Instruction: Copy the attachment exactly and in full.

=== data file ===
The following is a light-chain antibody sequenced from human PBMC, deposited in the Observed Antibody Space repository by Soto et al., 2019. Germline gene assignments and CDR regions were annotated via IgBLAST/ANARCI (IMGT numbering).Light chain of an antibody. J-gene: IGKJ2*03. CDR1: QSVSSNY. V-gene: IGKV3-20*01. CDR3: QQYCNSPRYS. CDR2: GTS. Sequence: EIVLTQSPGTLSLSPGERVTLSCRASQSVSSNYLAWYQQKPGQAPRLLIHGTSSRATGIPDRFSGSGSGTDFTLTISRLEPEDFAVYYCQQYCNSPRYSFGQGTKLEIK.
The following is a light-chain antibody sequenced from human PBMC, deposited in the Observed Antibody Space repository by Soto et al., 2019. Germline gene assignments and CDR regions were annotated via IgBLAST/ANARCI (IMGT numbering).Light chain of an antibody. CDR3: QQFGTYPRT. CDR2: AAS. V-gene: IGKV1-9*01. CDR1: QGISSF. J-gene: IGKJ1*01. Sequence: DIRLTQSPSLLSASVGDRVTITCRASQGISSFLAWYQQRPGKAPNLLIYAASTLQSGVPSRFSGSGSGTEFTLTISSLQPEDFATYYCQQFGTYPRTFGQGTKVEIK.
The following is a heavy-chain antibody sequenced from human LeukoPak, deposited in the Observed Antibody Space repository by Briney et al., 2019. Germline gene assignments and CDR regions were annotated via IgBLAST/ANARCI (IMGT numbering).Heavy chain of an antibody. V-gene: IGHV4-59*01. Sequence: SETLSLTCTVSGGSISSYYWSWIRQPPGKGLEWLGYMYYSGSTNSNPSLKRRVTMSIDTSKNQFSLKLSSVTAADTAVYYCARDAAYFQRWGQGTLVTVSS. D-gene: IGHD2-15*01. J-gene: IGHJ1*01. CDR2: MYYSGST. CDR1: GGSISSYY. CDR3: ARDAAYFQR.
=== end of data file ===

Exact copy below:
The following is a light-chain antibody sequenced from human PBMC, deposited in the Observed Antibody Space repository by Soto et al., 2019. Germline gene assignments and CDR regions were annotated via IgBLAST/ANARCI (IMGT numbering).Light chain of an antibody. J-gene: IGKJ2*03. CDR1: QSVSSNY. V-gene: IGKV3-20*01. CDR3: QQYCNSPRYS. CDR2: GTS. Sequence: EIVLTQSPGTLSLSPGERVTLSCRASQSVSSNYLAWYQQKPGQAPRLLIHGTSSRATGIPDRFSGSGSGTDFTLTISRLEPEDFAVYYCQQYCNSPRYSFGQGTKLEIK.
The following is a light-chain antibody sequenced from human PBMC, deposited in the Observed Antibody Space repository by Soto et al., 2019. Germline gene assignments and CDR regions were annotated via IgBLAST/ANARCI (IMGT numbering).Light chain of an antibody. CDR3: QQFGTYPRT. CDR2: AAS. V-gene: IGKV1-9*01. CDR1: QGISSF. J-gene: IGKJ1*01. Sequence: DIRLTQSPSLLSASVGDRVTITCRASQGISSFLAWYQQRPGKAPNLLIYAASTLQSGVPSRFSGSGSGTEFTLTISSLQPEDFATYYCQQFGTYPRTFGQGTKVEIK.
The following is a heavy-chain antibody sequenced from human LeukoPak, deposited in the Observed Antibody Space repository by Briney et al., 2019. Germline gene assignments and CDR regions were annotated via IgBLAST/ANARCI (IMGT numbering).Heavy chain of an antibody. V-gene: IGHV4-59*01. Sequence: SETLSLTCTVSGGSISSYYWSWIRQPPGKGLEWLGYMYYSGSTNSNPSLKRRVTMSIDTSKNQFSLKLSSVTAADTAVYYCARDAAYFQRWGQGTLVTVSS. D-gene: IGHD2-15*01. J-gene: IGHJ1*01. CDR2: MYYSGST. CDR1: GGSISSYY. CDR3: ARDAAYFQR.